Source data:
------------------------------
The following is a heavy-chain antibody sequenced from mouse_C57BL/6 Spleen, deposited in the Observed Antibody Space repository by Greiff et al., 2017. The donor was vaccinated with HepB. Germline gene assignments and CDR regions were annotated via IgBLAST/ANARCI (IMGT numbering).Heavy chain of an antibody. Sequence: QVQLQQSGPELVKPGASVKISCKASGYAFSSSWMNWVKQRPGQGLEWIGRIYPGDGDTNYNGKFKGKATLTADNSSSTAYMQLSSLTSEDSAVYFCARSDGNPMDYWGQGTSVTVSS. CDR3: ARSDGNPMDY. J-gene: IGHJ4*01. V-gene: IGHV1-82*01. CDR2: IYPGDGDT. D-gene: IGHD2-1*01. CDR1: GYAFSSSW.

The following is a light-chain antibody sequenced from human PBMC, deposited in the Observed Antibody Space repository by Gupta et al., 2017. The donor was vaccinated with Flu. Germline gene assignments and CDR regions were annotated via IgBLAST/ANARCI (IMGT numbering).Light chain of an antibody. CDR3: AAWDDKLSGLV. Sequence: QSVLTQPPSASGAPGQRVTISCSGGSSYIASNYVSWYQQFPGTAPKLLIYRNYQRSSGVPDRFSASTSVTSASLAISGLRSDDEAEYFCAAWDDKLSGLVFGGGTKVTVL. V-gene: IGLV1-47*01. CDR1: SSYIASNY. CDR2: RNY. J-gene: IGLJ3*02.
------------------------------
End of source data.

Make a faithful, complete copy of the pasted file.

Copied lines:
The following is a heavy-chain antibody sequenced from mouse_C57BL/6 Spleen, deposited in the Observed Antibody Space repository by Greiff et al., 2017. The donor was vaccinated with HepB. Germline gene assignments and CDR regions were annotated via IgBLAST/ANARCI (IMGT numbering).Heavy chain of an antibody. Sequence: QVQLQQSGPELVKPGASVKISCKASGYAFSSSWMNWVKQRPGQGLEWIGRIYPGDGDTNYNGKFKGKATLTADNSSSTAYMQLSSLTSEDSAVYFCARSDGNPMDYWGQGTSVTVSS. CDR3: ARSDGNPMDY. J-gene: IGHJ4*01. V-gene: IGHV1-82*01. CDR2: IYPGDGDT. D-gene: IGHD2-1*01. CDR1: GYAFSSSW.

The following is a light-chain antibody sequenced from human PBMC, deposited in the Observed Antibody Space repository by Gupta et al., 2017. The donor was vaccinated with Flu. Germline gene assignments and CDR regions were annotated via IgBLAST/ANARCI (IMGT numbering).Light chain of an antibody. CDR3: AAWDDKLSGLV. Sequence: QSVLTQPPSASGAPGQRVTISCSGGSSYIASNYVSWYQQFPGTAPKLLIYRNYQRSSGVPDRFSASTSVTSASLAISGLRSDDEAEYFCAAWDDKLSGLVFGGGTKVTVL. V-gene: IGLV1-47*01. CDR1: SSYIASNY. CDR2: RNY. J-gene: IGLJ3*02.